The human rights implications of drug policy and drug use are many and varied. In the latest instalment of their exclusive series of articles for VolteFace, Kate Thompson and Petr Kudêlka explore the interface between the two, and, in particular, how drug policy impacts on the right to health.

One of the focal points of any discussion about drugs, drug policy or drug policy reform is health: how do drugs affect our health? Could they be used as medicines? Does drug policy affect people’s health? Would better drug policy have a positive effect on public health? These are some of the most important and commonly asked questions in discussions on drug policy reform and prohibitionist policies, and they are all intrinsically linked to the ‘human right to health’.

The right to health is one of the ‘economic, social and cultural’ rights and is laid down in numerous international and domestic legal documents. It doesn’t imply that all people are legally entitled to be healthy, but rather that they have a right to the highest attainable standard of health. A state shouldn’t interfere so far as to force everyone under its jurisdiction to lead perfectly healthy lives, but should ensure that nobody is less healthy because of the state’s actions or inactions. A state can’t force people to take a life-saving medication, for example, but, as far as possible, it should make sure that that medication is available to those who want and need it.

One of the most iconic images of the war on drugs is of a light aircraft soaring over Colombia, with herbicide raining down on the land below. For 14 years, aerial fumigation was used by the Colombian Government, in cooperation with the US, to try to eradicate illegal coca crops. However, trying to spray only one particular crop from the air is not an exact art. Not only do other crops, and people’s livelihoods, get destroyed when a gust of wind carries the herbicide a little way away from the target plantation, but the chemicals also make their way into human and animal food and water sources. There are many reports from sprayed regions of the devastating effects of aerial fumigation on the health of livestock and civilians alike, with the WHO reporting in May 2015 that the glyphosate used was ‘likely’ to cause cancer.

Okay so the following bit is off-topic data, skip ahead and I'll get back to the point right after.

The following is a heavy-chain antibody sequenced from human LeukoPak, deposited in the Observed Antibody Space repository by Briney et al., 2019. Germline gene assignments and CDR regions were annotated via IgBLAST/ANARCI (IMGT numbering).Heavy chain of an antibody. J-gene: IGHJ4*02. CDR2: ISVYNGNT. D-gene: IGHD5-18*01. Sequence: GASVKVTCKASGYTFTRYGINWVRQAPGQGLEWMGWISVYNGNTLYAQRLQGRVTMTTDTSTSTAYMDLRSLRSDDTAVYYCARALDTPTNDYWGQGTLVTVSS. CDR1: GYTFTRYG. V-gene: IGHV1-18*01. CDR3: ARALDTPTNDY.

Under the right to health, a government has an obligation to protect citizens; by spraying dangerous chemicals haphazardly onto them, the Colombian government not only failed to protect its citizens, but actively contributed to the worsening of their health. They prioritised the US’s misguided vision of a ‘world without drugs’, and in doing so violated the right to health, along with numerous other rights, of farmers and their families. In mid-2015, due to these concerns, aerial fumigation in Colombia was halted. Recently though, some government officials have publicly called for the programmes to be restarted.

Colombian countryside. (Source: Flickr - Jaime Soto)
Colombian countryside. (Source: Flickr – Jaime Soto)

In fact, the question of what political and ideological agenda a state should prioritise is interesting and applies equally well to the issue of access to essential medicines, another aspect of the right to health. When deciding how to deal with drug policy, the most obvious legal standards to look to for guidance are the International Drug Conventions, which are almost universally ratified and decidedly prohibitionist. However, states have a dual obligation under these Conventions. Not only are they required to restrict use of illicit substance to (a very limited understanding of) medical and scientific use, but they must equally ensure access to essential medicines, which include anaesthetics such as morphine and ketamine. However, in line with the prohibitionist agenda, states tend to throw far more resources at ineffective penal approaches, whilst millions of people are dying and going through labour with no pain relief. Another drug on the WHO’s list of essential medicines is methadone, the drug most commonly used in opiate substitution therapy. Russia, the new leading light of the ‘war on drugs’, offers a sad example of the devastation caused by single-minded adherence to the ‘say no to drugs’ mantra. In 2014 Russia annexed Crimea, and immediately cut the region’s 800 methadone patients off from their supply of the drug – in less than a year over 10% of them had died.